Louisiana has the fifth highest adult obesity rate in the nation, according to The State of Obesity: Better Policies for a Healthier America released August 2017. Louisiana’s adult obesity rate is currently 35.5 percent, up from 22.6 percent in 2000 and from 12.3 percent in 1990. This state profile includes data on adult obesity, childhood obesity, and obesity-related health issues in Louisiana.
Among the reasons for the high number of obese adults in Louisiana may be poor access to healthy food. More than 17 percent of children in the state live in “food-insecure” households, the report said, meaning they have limited access to food and nutrition due to price and proximity.
Data shows 40.7% of adults between 45 to 64 years old in Louisiana constitute the largest population of obese residents. Adults 18 to 25 years of age have the lowest obesity rate, clocking in with an obesity rate of 29%.
The report also shows black populations are hit hardest by obesity, at 42.5%, while 31.9% of white populations are obese, followed by Latino populations at 29.9%. Women in Louisiana are more obese than men at an average of 36% versus 33.4%.
People who have obesity, compared to those with a normal or healthy weight, are at increased risk for many serious diseases and health conditions, including the following:
- All-causes of death (mortality)
- High blood pressure (Hypertension)
- High LDL cholesterol, low HDL cholesterol, or high levels of triglycerides (Dyslipidemia)
- Type 2 diabetes
- Coronary heart disease
- Gallbladder disease
- Osteoarthritis (a breakdown of cartilage and bone within a joint)
- Sleep apnea and breathing problems
- Some cancers (endometrial, breast, colon, kidney, gallbladder, and liver
- Low quality of life
- Mental illness such as clinical depression, anxiety, and other mental disorders
- Body pain and difficulty with physical functioning
Treatment depends on the cause and severity of your condition and whether you have complications. Treatments include lifestyle changes, such as heart-healthy eating and increased physical activity, and Food and Drug Administration (FDA)-approved weight-loss medicines. For some people, surgery may be a treatment option.
To help you aim for and maintain a healthy weight, your doctor may recommend that you adopt lifelong healthy lifestyle changes.
Heart-healthy eating. Learn about which foods and nutrients are part of a healthy eating pattern. It’s important to eat the right amount of calories to maintain a healthy weight. If you need to lose weight, try to reduce your total daily calories gradually. Use the Body Weight Plannerexternal link to find out your daily calorie needs and to set goals. Visit healthy recipes and plan for success. Talk with your doctor before beginning any diet or eating plan. Visit Chose My Plateexternal link or 2015-2020 Dietary Guidelines for Americansexternal link for more information.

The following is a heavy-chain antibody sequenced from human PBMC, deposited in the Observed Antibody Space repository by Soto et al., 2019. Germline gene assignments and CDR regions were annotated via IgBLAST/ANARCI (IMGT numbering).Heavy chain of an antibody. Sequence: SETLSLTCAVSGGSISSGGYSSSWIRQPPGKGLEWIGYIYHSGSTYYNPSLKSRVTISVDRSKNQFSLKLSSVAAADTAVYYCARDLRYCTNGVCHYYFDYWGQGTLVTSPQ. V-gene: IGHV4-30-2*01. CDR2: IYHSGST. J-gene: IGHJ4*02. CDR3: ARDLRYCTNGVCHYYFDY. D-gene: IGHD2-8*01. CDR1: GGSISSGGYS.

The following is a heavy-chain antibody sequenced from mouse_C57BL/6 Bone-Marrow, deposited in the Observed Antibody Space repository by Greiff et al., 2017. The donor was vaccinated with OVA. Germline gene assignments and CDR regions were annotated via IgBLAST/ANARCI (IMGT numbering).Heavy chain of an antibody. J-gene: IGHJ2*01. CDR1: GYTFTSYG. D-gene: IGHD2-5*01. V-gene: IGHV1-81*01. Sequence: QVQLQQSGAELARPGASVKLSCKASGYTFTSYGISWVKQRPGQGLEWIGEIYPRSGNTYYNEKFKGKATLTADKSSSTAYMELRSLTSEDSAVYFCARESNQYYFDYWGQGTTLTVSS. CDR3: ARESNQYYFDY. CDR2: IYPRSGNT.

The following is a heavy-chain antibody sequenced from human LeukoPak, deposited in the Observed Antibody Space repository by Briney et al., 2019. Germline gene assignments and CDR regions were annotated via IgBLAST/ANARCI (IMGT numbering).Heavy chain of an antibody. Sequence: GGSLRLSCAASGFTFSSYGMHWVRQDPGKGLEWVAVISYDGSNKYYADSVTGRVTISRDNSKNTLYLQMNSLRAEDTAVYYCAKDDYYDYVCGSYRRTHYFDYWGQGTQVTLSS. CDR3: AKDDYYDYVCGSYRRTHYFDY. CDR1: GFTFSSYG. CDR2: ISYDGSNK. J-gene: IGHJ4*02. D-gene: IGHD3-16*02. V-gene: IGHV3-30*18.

Physical activity. Many health benefits are associated with physical activity and getting the recommended amount of physical activity needed each week. Physical activity is an important factor in determining whether a person can maintain a healthy body weight, lose excess body weight, or maintain successful weight loss. Before starting any exercise program, ask your doctor about what level of physical activity is right for you. Visit Physical Activity Has Many Health Benefitsexternal link for more information.
Healthy Sleep. Studies have shown some relationship between lack of sleep and obesity.
Children and adults should be screened at least annually to see if they have a high or increasing body mass index BMI), which allows doctors to recommend healthy lifestyle changes to prevent overweight and obesity.
When healthy lifestyle changes are not enough, your doctor may treat your overweight and obesity with FDA-approved medicines. These medicines work in the following parts of your body.
Brain. Several medicines change the way the brain regulates the urge to eat, which can help to decrease appetite. Some examples of these medicines are diethylpropion, phendimetrazine, lorcaserin, naltrexone/bupropion, and liraglutide.
Gastrointestinal tract. Orlistat is the only available medicine. It blocks your intestines from absorbing fat from foods in your diet.
Weight loss medicines are not recommended as a single treatment for weight loss. These medicines can help you lose weight but when combined with lifestyle changes may result in greater weight loss. Some of these medicines should not be used if you have certain conditions or are taking certain medicines. Also, these medicines have side effects. Talk to your doctor if you are pregnant, planning to get pregnant, breast feeding, or have a family history of cardiovascular diseases such as high blood pressure, heart attack, or stroke.
Some patients with obesity do not respond to healthy lifestyle changes and medicines. When these patients develop certain obesity-related complications, they may be eligible for the following surgeries.
Gastric bypass surgery. A small part of the stomach is connected to the middle part of the intestine, bypassing the first part of intestine. This decreases the amount of food that you can eat and the amount of fat your body can take in and store.
Gastrectomy. A big portion of the stomach is removed to decrease the amount of food that you can eat.
Gastric banding. A hollow band is placed around the upper part of the stomach creating a smaller stomach. This decreases the amount of food you can eat.
Talk to your doctor to learn more about the benefits and risks of each type of surgery. Possible complications include bleeding, infection, internal rupture of sutures, or even death.